Here are two solutions you can implement right away.

Commit to more… and/or less as your first accountability method.

You must commit to more and/or less in order to be consistent. Let me explain what I’m talking about.

We all make half-hearted pledges to ourselves, only to be disappointed and break them shortly thereafter. That’s all right (and understandable). However, if we want a different outcome, we’ll need a different kind of devotion.

Option 1: Increase your commitment.

The goal is to dedicate oneself to something larger than yourself. If you can make it enjoyable, you’ll get bonus points.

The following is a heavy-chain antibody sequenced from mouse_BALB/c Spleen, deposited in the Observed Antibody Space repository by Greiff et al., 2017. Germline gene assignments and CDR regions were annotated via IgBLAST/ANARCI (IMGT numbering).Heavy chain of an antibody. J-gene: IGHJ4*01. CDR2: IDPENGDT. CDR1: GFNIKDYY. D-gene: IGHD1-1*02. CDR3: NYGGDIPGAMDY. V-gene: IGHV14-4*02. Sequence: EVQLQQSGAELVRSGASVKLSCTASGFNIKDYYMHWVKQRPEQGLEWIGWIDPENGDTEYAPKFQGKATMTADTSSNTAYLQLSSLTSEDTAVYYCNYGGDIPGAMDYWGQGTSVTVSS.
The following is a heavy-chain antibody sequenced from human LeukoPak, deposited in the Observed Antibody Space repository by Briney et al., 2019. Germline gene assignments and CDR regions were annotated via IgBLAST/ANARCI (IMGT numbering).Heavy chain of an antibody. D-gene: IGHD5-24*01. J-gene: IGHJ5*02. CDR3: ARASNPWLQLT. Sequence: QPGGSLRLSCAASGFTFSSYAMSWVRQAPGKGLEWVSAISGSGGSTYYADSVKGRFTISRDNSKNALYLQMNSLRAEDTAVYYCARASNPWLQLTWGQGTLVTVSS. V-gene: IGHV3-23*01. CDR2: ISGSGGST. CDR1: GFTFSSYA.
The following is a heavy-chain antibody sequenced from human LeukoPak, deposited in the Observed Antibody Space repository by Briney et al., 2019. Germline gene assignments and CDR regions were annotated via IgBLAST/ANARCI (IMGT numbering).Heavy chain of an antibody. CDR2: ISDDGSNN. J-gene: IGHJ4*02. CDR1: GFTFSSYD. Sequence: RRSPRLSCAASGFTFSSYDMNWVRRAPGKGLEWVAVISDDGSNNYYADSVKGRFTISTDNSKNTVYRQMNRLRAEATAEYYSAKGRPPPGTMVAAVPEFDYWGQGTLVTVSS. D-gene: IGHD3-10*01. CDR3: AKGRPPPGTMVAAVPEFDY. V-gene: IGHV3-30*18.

Setting up a contest with friends is one of the simplest approaches. Who can go the longest period of time without skipping a workout? Who can make the most meals at home rather than going out to eat?

It’s important to note that this isn’t about success (who lost the most weight, etc.). It’s all about action.

At first, focus on and reward yourself for what you do (getting to the gym, cooking a meal), rather than what you achieve. Because that’s what you can control right now.

What do you believe you’ll be able to achieve in a month of continuous exercise and healthy eating? What do you think about a year?

Option 2: Make fewer commitments.

This is the most difficult one. Our natural propensity, especially when it comes to ourselves, is to overpromise and underdeliver. Doing the contrary is one of the simplest (and most counter-intuitive) methods to maintain consistency.

Overdeliver and underpromise. Consider each commitment you’re going to make to yourself as a rough draft.